No one thinks they will need a lawyer. That is until they do.
Perhaps you need to take a landlord to court, or you need a divorce from an abusive spouse. Maybe you are in a custody dispute or you are a veteran applying for claims and need help navigating the system. Perhaps a debt collector is hounding you and will take away all your income. In this case, you will be heading to the civil courts, not the criminal ones. In a criminal case, if you were threatened with jail or a lengthy sentence, you would be guaranteed legal representation. But in civil cases, there is no such guarantee. Only people accused of a crime are guaranteed the right to a defense lawyer.
People who need legal help in civil cases like the ones above will often be left on their own to navigate an intricate and complicated system, where mistakes have life changing consequences for the people involved. It’s not that there aren’t enough lawyers. There are many lawyers in our country. It’s just that, well, lawyers are expensive. Paying for a lawyer is a financial hardship even for people in middle-income jobs. For anyone along or below the poverty line, it’s an impossibility and has life-changing consequences.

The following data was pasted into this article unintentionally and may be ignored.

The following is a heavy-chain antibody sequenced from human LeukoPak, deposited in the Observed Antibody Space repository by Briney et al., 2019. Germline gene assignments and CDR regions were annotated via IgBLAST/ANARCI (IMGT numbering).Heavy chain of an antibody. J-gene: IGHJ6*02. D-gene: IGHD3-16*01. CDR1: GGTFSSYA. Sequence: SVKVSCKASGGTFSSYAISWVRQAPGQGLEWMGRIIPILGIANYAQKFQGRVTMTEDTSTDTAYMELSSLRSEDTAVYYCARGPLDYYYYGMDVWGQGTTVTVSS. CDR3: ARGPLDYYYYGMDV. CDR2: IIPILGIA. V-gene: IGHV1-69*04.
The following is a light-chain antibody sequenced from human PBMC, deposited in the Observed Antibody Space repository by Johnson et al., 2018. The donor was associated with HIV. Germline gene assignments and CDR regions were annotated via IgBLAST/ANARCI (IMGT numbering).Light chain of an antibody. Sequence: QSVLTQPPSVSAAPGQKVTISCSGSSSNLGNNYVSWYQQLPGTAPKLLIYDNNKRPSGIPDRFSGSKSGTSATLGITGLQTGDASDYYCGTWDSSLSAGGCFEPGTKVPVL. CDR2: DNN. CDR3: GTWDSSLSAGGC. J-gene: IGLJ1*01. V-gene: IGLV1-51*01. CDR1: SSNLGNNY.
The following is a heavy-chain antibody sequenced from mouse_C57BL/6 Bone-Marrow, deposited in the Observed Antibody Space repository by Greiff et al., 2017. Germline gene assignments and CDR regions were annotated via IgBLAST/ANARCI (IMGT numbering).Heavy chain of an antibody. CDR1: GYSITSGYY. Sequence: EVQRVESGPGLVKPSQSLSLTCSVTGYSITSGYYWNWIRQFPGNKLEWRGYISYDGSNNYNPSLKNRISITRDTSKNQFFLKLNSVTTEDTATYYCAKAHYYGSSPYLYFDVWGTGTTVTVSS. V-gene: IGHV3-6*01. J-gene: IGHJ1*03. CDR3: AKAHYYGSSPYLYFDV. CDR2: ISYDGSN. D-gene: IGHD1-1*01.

People who fall into poverty have merely a slender hope of obtaining quality representation, and often have to represent themselves in cases where the other side is well represented. This is especially true in tenant-landlord disputes in large cities. Tenants often do not have lawyers, and the landlords almost always do. It goes without saying what side usually comes out ahead.*